Books, Books, and more Books What Weekly

The Science Of Reading

Are you reading enough? It’s a fair question. There’s no wrong answer. Do give it some thought though.

As we grow into adulthood, and try as we might, when it comes to reading for personal enjoyment, we just sometimes catch ourselves setting less and less time aside for it.

Bibliophiles of all shapes and sizes, all across the northern hemisphere, are all enjoying their “summer reading” right now. Be it fiction, non-fiction, periodicals, biography, philosophy, adventure modules, or graphic novels, there’s just no substitute for a satisfying summertime read.

What have YOU been reading this summer?
Let us know, in the Comments section below =)

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Science helps us to better understand why reading is a good habit to have. Long Island’s edition of the Natural Awakenings publication recently wrote a noteworthy report on the benefits of reading, and it touches upon an interesting study performed by Stanford University, as follows:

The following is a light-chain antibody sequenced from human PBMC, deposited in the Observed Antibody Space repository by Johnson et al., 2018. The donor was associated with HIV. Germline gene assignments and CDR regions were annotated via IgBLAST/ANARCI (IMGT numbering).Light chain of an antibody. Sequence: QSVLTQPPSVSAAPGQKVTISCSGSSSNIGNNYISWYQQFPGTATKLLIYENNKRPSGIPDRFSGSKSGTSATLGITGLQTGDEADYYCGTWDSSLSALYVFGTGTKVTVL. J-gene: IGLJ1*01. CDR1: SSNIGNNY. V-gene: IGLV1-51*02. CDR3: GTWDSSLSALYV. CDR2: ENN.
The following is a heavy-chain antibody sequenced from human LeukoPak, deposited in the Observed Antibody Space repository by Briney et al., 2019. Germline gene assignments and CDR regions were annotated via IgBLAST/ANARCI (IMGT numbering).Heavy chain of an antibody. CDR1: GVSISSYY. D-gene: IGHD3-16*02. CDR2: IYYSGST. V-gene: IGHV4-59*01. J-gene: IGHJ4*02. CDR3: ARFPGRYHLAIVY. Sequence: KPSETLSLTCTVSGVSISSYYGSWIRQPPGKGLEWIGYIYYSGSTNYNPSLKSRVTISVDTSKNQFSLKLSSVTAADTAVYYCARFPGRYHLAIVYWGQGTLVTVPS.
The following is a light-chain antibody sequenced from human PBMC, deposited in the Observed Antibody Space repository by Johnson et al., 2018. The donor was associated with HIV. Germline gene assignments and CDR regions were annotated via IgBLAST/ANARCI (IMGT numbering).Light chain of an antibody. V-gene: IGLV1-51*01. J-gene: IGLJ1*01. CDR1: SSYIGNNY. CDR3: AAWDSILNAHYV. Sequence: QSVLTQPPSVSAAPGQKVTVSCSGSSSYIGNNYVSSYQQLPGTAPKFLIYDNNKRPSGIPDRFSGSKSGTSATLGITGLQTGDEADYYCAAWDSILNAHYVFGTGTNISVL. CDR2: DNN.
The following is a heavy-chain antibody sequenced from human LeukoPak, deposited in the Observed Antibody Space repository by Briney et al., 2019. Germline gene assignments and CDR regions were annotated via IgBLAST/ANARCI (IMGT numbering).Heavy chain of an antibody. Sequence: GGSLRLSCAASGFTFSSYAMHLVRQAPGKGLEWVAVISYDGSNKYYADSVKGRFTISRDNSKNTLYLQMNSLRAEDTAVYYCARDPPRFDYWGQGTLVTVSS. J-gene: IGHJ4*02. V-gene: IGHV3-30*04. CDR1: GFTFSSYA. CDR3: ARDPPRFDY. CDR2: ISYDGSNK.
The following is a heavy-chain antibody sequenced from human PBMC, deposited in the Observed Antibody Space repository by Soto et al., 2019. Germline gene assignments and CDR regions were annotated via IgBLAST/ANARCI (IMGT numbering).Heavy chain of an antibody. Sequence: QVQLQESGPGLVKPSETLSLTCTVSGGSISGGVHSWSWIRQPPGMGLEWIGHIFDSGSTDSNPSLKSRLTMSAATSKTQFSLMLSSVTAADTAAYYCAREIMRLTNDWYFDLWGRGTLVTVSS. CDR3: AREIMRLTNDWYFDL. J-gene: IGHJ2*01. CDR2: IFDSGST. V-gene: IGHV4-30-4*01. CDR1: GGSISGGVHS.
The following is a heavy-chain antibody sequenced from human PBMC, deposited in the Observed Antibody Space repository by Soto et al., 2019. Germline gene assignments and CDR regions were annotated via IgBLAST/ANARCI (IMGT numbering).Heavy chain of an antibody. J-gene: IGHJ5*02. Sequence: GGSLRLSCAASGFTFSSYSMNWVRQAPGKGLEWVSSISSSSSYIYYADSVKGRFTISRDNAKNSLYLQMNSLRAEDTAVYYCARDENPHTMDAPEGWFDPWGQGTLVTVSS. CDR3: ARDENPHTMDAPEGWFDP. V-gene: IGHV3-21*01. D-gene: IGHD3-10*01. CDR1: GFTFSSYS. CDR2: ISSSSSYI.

The love of books may begin at any age, but for most, it starts in childhood. Now, scientists are studying the effects of reading on the brain with MRIs, polls, surveys, and experiments. The results indicate that readers of fiction are more empathetic towards others. By engaging with a story, they are temporarily placing themselves in a character’s shoes, thus fostering empathy in real life, and literary reading amplifies this effect.

According to a Stanford University study, reading a challenging book also helps us become smarter, as well as more empathetic. By attempting to tackle harder books, we create new connections in our minds that we might not have done otherwise. Neuro-scientist Bob Dougherty remarks, ‘The right patterns of ink on a page can create vivid mental imagery and instill powerful emotions.’

David Comer Kidd, author of another related study, observes, “Like opening a window to let fresh air into our home, literature opens up our minds to the myriad ideas that we wouldn’t be able to experience on our own. We can pause to analyze the experiences depicted as if they were our own, expanding our experience of the world.’

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